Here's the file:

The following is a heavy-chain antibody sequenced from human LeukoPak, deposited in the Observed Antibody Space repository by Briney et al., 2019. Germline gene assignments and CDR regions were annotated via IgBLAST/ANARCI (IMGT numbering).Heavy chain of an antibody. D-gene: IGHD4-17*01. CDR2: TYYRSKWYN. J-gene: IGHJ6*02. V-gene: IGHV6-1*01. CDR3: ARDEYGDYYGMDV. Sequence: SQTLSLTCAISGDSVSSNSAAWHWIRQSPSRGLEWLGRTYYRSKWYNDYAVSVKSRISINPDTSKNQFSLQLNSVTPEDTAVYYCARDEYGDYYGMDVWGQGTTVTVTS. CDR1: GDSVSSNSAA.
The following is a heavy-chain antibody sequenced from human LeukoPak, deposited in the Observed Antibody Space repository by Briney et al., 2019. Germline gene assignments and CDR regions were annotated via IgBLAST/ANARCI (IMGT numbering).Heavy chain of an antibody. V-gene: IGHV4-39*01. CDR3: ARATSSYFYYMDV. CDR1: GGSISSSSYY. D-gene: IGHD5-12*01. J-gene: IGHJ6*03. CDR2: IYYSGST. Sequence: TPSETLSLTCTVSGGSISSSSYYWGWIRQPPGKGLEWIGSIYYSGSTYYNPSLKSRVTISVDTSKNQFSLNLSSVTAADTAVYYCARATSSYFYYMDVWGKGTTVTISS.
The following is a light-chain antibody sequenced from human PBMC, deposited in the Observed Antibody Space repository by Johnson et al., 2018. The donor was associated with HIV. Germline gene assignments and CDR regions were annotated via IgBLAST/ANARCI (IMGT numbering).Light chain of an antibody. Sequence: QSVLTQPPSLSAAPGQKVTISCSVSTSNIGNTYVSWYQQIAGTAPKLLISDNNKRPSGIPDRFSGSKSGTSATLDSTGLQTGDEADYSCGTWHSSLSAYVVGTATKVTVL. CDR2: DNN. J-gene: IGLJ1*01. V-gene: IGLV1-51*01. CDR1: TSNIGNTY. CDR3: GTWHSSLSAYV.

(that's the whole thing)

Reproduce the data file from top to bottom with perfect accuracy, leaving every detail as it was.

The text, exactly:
The following is a heavy-chain antibody sequenced from human LeukoPak, deposited in the Observed Antibody Space repository by Briney et al., 2019. Germline gene assignments and CDR regions were annotated via IgBLAST/ANARCI (IMGT numbering).Heavy chain of an antibody. D-gene: IGHD4-17*01. CDR2: TYYRSKWYN. J-gene: IGHJ6*02. V-gene: IGHV6-1*01. CDR3: ARDEYGDYYGMDV. Sequence: SQTLSLTCAISGDSVSSNSAAWHWIRQSPSRGLEWLGRTYYRSKWYNDYAVSVKSRISINPDTSKNQFSLQLNSVTPEDTAVYYCARDEYGDYYGMDVWGQGTTVTVTS. CDR1: GDSVSSNSAA.
The following is a heavy-chain antibody sequenced from human LeukoPak, deposited in the Observed Antibody Space repository by Briney et al., 2019. Germline gene assignments and CDR regions were annotated via IgBLAST/ANARCI (IMGT numbering).Heavy chain of an antibody. V-gene: IGHV4-39*01. CDR3: ARATSSYFYYMDV. CDR1: GGSISSSSYY. D-gene: IGHD5-12*01. J-gene: IGHJ6*03. CDR2: IYYSGST. Sequence: TPSETLSLTCTVSGGSISSSSYYWGWIRQPPGKGLEWIGSIYYSGSTYYNPSLKSRVTISVDTSKNQFSLNLSSVTAADTAVYYCARATSSYFYYMDVWGKGTTVTISS.
The following is a light-chain antibody sequenced from human PBMC, deposited in the Observed Antibody Space repository by Johnson et al., 2018. The donor was associated with HIV. Germline gene assignments and CDR regions were annotated via IgBLAST/ANARCI (IMGT numbering).Light chain of an antibody. Sequence: QSVLTQPPSLSAAPGQKVTISCSVSTSNIGNTYVSWYQQIAGTAPKLLISDNNKRPSGIPDRFSGSKSGTSATLDSTGLQTGDEADYSCGTWHSSLSAYVVGTATKVTVL. CDR2: DNN. J-gene: IGLJ1*01. V-gene: IGLV1-51*01. CDR1: TSNIGNTY. CDR3: GTWHSSLSAYV.